Now you've got your one-sentence "teaser" for your story. The next step is to use that to build an outline which in turn will be the "road map" for your story.
If you're writing a novel, you want to number your page (or the screen on your word processor) from one to ten. If you're doing a short story, you might still go from one to ten, or your may do a smaller number, depending upon how long your story will be. For each number, you want to write anywhere from a sentence or two to a full paragraph. Obviously, Number One will be your beginning, and Number Ten (or whatever your last number is) will be your ending--remember that your teaser doesn't address this, so this will be your first time writing that down. The numbers in between will of course be your progression from beginning to end.
Remember: This is just an outline. You don't need to put in every single scene, event, or piece of dialogue here; just hit the high points. If you think of something really good during the process, by all means put it in, but for the most part this is just a synopsis. You're introducing the forest as a whole on this step, not necessarily individual trees.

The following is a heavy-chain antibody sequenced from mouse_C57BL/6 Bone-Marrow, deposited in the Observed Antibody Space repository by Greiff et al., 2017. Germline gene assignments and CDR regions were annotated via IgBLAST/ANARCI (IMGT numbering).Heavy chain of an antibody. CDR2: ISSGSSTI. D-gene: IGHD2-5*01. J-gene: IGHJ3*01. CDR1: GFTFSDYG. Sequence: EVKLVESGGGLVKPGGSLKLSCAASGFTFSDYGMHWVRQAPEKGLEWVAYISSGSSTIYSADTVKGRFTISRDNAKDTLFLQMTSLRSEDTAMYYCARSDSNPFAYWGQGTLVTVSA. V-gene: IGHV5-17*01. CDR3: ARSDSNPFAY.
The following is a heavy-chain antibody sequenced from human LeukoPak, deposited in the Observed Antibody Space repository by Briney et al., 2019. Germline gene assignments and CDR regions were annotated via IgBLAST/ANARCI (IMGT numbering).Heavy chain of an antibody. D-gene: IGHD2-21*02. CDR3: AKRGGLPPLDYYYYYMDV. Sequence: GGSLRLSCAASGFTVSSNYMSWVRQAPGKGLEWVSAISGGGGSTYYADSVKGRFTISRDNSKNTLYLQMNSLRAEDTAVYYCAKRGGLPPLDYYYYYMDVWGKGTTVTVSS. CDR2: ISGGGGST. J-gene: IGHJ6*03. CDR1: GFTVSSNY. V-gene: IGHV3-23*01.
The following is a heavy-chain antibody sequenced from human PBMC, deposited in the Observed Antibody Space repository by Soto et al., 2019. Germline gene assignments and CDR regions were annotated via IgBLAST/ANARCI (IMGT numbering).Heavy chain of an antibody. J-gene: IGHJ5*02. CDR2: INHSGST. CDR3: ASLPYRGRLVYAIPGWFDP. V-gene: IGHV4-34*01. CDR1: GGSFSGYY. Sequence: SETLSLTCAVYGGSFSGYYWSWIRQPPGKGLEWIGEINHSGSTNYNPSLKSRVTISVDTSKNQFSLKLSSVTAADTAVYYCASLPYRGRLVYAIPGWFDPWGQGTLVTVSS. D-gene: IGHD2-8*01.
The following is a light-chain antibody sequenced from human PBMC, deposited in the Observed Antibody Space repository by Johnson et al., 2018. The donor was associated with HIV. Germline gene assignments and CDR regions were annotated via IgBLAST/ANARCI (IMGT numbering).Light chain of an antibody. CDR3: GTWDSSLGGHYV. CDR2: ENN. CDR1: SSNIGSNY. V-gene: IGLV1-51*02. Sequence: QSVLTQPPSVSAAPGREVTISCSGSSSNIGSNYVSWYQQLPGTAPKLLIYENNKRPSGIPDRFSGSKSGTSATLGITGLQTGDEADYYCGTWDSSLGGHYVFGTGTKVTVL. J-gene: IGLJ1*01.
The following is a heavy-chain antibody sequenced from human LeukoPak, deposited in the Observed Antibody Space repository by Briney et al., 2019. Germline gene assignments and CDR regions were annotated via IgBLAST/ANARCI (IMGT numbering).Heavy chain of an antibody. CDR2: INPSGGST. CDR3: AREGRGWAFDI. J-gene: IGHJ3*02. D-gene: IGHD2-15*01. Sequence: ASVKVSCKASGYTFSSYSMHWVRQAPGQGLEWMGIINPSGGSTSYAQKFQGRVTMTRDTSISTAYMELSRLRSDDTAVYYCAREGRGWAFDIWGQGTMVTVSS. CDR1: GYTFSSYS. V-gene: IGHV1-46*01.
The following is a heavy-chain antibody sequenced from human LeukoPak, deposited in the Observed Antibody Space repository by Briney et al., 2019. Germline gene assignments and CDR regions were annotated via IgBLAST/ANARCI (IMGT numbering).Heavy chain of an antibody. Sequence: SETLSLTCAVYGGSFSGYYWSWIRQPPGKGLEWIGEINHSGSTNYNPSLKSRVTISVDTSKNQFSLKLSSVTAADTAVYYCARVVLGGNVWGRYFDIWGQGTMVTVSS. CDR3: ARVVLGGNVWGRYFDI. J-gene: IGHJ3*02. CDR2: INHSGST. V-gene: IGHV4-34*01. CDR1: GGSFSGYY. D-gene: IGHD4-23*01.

If you're doing a novel, you have one additional step. After this, you may want to start a new document and do a page synopsis of where you see each chapter going. This gives your outline/road map a little more definition, and here you will be more likely to put in scenes, events, dialogue, etc., albeit in a shorter form. If you're doing a short story, the outline itself should suffice.
When you have this done, you pretty much have the course for your story charted. From here, it will be a matter of fleshing out the outline, adding detail as you go until you have a first draft. Of course, there are more steps in between, which we will discuss in future posts. Until then, Philippians 4:13.--SMS